top of page

March 30, 2021


Critical eviction and rent protections pass the House on second reading

DENVER, CO– The House today advanced Representatives Dominique Jackson and Iman Jodeh’s critical legislation to provide renters with additional protections before facing eviction and limit the frequency of rent increases.

“Today we took an important step toward ensuring justice in the renter-landlord relationship and limiting unaffordable rent hikes that can devastate tenants,” said Rep. Dominique Jackson, D-Aurora. “Far too often, renters in Colorado are at the mercy of their landlords. This bill stands up for renters by giving them more time before law enforcement takes action in an eviction, limiting rent increases to once a year, and requiring landlords to give people without a written rental agreement at least 60 days notice before raising rent.”

“With so many Colorado families living on the verge of housing insecurity or homelessness, it’s more important than ever to build back stronger and protect Colorado’s renters,” said Rep. Iman Jodeh, D-Aurora. “Far too many families and people of color in my community and across the state live in fear of an eviction or a rent hike that will put them out on the street. The bill we advanced today will give renters necessary and common-sense protections under the law, like preventing monthly rent hikes and giving families facing eviction more time to find accommodations.”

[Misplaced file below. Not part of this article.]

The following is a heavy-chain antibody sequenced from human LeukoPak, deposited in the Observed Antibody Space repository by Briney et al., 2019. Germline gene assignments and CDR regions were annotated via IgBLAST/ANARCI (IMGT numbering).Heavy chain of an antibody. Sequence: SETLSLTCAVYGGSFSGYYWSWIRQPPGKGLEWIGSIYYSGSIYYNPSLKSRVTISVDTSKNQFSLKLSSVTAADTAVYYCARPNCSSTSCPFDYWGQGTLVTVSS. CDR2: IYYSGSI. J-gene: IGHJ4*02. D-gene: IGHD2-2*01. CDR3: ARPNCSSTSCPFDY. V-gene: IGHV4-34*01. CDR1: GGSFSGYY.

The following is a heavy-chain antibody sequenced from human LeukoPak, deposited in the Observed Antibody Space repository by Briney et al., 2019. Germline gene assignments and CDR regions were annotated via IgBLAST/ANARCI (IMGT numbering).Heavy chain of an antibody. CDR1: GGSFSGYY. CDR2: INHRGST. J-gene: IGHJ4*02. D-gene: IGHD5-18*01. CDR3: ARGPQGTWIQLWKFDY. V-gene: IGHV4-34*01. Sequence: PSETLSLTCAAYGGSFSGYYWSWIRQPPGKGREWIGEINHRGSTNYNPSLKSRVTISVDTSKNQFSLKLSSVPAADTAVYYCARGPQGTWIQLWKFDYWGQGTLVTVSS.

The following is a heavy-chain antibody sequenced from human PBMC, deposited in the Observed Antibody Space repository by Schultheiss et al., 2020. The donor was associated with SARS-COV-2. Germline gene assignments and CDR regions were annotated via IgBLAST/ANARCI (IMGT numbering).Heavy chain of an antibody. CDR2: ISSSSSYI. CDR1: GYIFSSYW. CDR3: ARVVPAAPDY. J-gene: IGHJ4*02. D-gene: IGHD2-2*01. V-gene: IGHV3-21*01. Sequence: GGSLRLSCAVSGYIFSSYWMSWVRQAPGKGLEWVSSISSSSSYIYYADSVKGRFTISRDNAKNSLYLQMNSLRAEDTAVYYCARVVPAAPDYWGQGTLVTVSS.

HB21-1121 would provide renters with additional time before law enforcement can assist in an eviction. It also prohibits residential landlords from increasing rent more than once in a 12 month period and increases the notification timeline for rent increases when there is not a written tenancy agreement, for example, under a month-to-month agreement.

  • Under current law, if a landlord wins a judgement in an eviction action, the court must wait 48 hours to direct the county sheriff to assist in the eviction, which provides a minimum of two days between an eviction order and the actual sheriff-assisted eviction. Under the bill, courts can still finalize an eviction order, but sheriffs may not carry it out for an additional eight days after the initial 48 hours, providing renters with 10 days before they have to move out and find a new home after an eviction has been finalized, instead of two.

  • Under current law, when there is month-to-month tenancy where there is no written agreement, landlords must give 21 days written notice prior to increasing the rent; the bill extends the notice period to 60 days.

bottom of page